May 26, 2006

Young VUMC neuroscientists take home divisional top honors at national pharmacology meet

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Keith Henry, Ph.D., and Julie Field, a graduate student, both in Randy Blakely's lab.
Photo by Dana Johnson

Young VUMC neuroscientists take home divisional top honors at national pharmacology meet

A graduate student and a research instructor in the laboratory of Randy Blakely, Ph.D., took two of the top awards for best paper in their division at the 2006 annual meeting of the American Society for Pharmacology and Experimental Therapeutics (ASPET).

With more than 4,200 members, ASPET is one of the oldest and most prestigious pharmacology societies in the world.

Julie Field won first place in the “Graduate Student Young Scientist Award for Best Paper” category, and L. Keith Henry, Ph.D., placed second in the “Postdoctoral Young Scientist Award for Best Paper” category. The awards were presented by the ASPET Division of Neuropharmacology, one of 10 divisions of the society. More than 60 abstracts were considered for the awards.

“This is quite a coup for Vanderbilt, and of course I am very proud of them as coming from my group,” said Blakely, director of the Center for Molecular Neuroscience.

“It was amazing that, among the sea of posters, two trainees from the Blakely lab came home with first and second place,” said Elaine Sanders-Bush, Ph.D., director of the Vanderbilt Brain Institute and the newly-installed president of ASPET.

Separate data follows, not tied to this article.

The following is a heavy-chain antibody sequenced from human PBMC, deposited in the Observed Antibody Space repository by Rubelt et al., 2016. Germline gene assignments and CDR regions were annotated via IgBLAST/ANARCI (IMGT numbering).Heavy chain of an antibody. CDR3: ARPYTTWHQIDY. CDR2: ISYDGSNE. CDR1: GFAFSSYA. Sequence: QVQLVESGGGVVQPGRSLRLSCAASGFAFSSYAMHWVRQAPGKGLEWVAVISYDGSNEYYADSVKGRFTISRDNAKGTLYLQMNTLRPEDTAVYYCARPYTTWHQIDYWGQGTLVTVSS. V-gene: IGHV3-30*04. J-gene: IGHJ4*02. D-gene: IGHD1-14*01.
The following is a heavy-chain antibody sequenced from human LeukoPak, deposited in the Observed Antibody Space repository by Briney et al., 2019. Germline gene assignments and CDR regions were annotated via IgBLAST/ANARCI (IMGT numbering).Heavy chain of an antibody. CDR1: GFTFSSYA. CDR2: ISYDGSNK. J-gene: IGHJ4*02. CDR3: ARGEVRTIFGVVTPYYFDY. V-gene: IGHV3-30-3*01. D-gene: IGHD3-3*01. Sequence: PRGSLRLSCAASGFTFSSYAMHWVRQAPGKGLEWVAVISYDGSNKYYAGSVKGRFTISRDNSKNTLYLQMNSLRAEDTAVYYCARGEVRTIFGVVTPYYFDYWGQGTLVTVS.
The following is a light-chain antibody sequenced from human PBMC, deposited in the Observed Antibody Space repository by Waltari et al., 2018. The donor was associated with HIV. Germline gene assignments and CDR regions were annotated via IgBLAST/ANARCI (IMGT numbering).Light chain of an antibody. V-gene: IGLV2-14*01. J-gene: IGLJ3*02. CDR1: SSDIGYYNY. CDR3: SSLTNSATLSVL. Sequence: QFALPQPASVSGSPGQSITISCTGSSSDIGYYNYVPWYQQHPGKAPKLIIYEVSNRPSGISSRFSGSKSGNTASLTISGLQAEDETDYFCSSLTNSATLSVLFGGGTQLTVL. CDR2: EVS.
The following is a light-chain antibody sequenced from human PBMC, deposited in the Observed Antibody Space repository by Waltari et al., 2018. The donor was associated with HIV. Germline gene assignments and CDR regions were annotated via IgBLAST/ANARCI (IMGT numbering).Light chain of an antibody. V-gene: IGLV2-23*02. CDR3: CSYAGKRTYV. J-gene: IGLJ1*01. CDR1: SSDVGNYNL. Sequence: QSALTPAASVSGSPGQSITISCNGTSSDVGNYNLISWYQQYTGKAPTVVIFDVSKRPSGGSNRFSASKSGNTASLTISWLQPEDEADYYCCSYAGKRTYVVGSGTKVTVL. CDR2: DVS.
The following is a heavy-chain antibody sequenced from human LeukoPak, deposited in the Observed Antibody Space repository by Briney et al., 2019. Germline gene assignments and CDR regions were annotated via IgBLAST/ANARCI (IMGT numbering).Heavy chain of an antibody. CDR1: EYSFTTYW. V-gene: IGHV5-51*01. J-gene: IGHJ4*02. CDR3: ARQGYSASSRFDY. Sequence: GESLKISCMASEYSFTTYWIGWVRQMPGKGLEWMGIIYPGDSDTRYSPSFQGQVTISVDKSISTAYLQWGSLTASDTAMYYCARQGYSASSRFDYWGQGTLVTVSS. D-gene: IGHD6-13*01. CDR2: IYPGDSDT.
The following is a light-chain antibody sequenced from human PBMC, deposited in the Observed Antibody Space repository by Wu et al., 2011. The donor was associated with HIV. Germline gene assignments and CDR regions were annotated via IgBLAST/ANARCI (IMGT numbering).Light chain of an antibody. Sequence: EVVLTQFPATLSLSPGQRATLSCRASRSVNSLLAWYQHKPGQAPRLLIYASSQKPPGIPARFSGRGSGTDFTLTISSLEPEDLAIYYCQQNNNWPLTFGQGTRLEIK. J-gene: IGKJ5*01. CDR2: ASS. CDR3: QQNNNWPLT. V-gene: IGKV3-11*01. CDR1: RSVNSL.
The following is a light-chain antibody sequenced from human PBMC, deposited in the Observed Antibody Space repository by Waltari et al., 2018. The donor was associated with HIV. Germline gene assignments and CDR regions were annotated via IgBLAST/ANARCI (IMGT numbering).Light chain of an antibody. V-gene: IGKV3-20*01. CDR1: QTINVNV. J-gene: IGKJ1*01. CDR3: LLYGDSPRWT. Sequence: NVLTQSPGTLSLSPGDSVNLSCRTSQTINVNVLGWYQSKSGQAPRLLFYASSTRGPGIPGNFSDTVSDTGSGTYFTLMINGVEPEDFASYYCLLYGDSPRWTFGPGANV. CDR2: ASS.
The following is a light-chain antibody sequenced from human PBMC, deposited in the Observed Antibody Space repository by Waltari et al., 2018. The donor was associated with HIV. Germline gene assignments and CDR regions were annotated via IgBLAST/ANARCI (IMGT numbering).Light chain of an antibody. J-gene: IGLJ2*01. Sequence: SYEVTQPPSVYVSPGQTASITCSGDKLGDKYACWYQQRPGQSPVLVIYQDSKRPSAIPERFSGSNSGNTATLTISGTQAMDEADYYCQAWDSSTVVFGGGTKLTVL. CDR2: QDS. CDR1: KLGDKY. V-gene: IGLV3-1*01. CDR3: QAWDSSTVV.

Field and Henry presented their research on the serotonin transporter — a protein that clears the neurotransmitter serotonin from the space between neurons (the synapse).

The serotonin transporter is a target for therapeutic drugs including antidepressants like Prozac, and for drugs of abuse such as cocaine and ecstasy.

Both Field and Henry have been investigating the serotonin transporter's structure and how specific amino acids in the protein are involved in the mechanism of moving serotonin and binding drugs and ions like sodium and chloride.

They are collaborating with Jens Meiler, Ph.D., assistant professor of Chemistry and Pharmacology, and the Vanderbilt Center for Structural Biology to create high-resolution models of the human serotonin transporter, based on the recently published structure of a related bacterial transporter protein.

“Hypotheses derived from these structures can be tested biochemically in the lab and then fed back into the computational modeling, creating a wonderful synergy between the computational and biochemical analysis of this transporter family,” Henry said.

“We are inordinately proud of our honored graduate students and postdocs in Pharmacology,” said Heidi Hamm, Ph.D., Earl W. Sutherland Jr. Professor and Chair of Pharmacology. “These scientists are our representatives to the world, and our future.”